The same radical change is needed to deliver on Banks’s second point about giving communities real decision-making power. And that doesn’t mean, as has so often happened in the past, flying into communities to tell them what’s going to happen.

The point Gary makes about good governance is significant. What it means is that governments must support communities to develop the kind of leadership and structures needed if those communities are to engage with government in the required way for example, to negotiate shared responsibility arrangements.

And then we come to the invisible gorilla in the room the resources, human and financial. Delivering results will cost more money education results require more and, in some cases, better teachers; healthy families require government to address a huge deficit in housing and endless reliance on fly-in fly-out services for quite large communities. It means the right facilities and the right personnel on the ground.

The critical message is this: All progress is local.

Important as such initiatives are in assisting a limited number of Indigenous children, there’s no use romancing that we can educate all of these children at private boarding schools the reality is that the vast majority will be educated in local State schools. The quality of those schools and the support they receive from government is critical.

Real jobs must be available in Aboriginal communities. We need to stop using a work-for-the-dole scheme to deliver services, and start offering people full-time employment to provide basic services as is the case in every other Australian community. It’s time we stopped complaining about people not joining the real economy if we don’t extend to their town the real jobs paid for by government everywhere else.

What we need to see from government is the commitment to develop, fund and maintain a national framework cross-Party, cross-Minister, cross-government which provides long-term support for locally driven solutions. There has to be the framework for a top-down, bottom-up knit.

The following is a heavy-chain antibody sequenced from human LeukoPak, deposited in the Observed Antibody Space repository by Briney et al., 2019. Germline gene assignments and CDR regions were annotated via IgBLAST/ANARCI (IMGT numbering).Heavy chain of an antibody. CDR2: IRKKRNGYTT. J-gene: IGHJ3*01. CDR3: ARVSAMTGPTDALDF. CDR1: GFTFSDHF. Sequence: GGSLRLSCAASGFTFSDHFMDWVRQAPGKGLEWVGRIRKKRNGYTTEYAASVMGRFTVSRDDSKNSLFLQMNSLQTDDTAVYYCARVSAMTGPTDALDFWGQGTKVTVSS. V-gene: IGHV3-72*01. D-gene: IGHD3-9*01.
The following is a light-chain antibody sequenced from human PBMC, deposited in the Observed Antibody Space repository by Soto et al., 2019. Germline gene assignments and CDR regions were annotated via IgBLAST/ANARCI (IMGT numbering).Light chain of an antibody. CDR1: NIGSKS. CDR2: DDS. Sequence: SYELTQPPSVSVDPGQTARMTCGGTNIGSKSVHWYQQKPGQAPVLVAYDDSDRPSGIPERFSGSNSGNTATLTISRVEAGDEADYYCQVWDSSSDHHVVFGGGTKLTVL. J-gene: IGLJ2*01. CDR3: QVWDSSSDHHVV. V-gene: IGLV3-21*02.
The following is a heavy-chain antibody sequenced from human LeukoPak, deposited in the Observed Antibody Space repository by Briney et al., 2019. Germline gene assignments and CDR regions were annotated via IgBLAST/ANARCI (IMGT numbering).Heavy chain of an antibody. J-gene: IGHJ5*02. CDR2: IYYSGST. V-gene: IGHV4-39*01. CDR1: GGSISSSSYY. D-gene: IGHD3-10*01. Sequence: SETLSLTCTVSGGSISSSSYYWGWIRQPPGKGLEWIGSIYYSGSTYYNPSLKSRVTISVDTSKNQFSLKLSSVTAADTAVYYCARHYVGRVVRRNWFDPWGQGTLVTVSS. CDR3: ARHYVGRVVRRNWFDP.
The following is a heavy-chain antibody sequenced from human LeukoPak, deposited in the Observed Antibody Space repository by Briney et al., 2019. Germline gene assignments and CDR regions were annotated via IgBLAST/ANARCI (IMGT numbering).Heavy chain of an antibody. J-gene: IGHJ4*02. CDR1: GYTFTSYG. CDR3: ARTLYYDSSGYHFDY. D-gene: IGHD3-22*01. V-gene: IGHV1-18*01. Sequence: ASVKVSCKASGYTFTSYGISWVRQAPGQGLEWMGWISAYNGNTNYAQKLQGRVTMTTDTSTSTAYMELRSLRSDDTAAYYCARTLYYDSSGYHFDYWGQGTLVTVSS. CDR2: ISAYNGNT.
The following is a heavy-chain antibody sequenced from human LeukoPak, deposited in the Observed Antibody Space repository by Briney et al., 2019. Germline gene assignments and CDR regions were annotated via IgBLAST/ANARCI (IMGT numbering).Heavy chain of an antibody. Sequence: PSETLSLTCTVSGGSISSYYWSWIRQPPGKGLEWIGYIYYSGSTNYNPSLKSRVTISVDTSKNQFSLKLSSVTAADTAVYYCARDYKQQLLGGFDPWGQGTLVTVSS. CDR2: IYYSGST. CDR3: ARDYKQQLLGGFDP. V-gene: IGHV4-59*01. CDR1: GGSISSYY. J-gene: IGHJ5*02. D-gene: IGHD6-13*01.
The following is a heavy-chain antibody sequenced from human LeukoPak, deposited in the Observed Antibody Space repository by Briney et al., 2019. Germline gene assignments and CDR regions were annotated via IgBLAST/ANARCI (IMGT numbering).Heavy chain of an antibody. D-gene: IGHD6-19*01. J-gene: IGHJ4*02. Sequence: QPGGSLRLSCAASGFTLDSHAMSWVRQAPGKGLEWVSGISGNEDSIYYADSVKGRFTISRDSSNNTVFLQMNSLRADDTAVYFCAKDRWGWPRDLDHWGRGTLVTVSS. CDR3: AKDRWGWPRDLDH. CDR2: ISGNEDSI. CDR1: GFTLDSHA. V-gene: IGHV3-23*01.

This national framework for local success must come in the form of centrally located government machinery operated by well-supported, well-resourced, talented public servants from both the Federal and State bureaucracies. It must include private sector expertise around Indigenous enterprise development, and academic input that keeps the work grounded in a strong evidence base.

Gone are the days when any government can baulk at setting targets in this area. A national plan must have targets, short-term and long-term and it must be publicly accountable to report on progress in achieving these targets.

No single Government or Minister, no matter how long they last, can carry this on their own. But what this Government and this Opposition can do is confirm it as a national objective and set the framework for it to receive the requisite national support over decades.

How can we break from the past and get consistent long-term action? I think the Sue Gordon-led taskforce provides a model which could work. Nothing keeps politicians and bureaucrats honest like having significant Australians, recognised experts of independent stature taking responsibility for driving this plan, including some private sector surveillance.

Beyond the life of Sue Gordon’s taskforce, we need to draw together the best and brightest and most influential of people to build and lay out this framework. People from business, from mining and banking and, importantly, Indigenous people who have the skill and the relationships to make an essential contribution to this effort. Indigenous men and women who provide role models to their people and a stark lesson to anyone who believes, let alone perpetuates, devastating stereotypes.

We’ve used this taskforce model to craft solutions in other complex policy areas like taxation, financial systems reform, and the emissions trading scheme. It can work if the political will is there, and the money.

This is a time of unprecedented prosperity when we have tens of billions of dollars of Government surpluses.

If we cannot now commit to dealing with this matter, once and for all, we never will.

This is an edited version of the 2007 Vincent Lingiari Lecture, delivered on 11 August, at Charles Darwin University.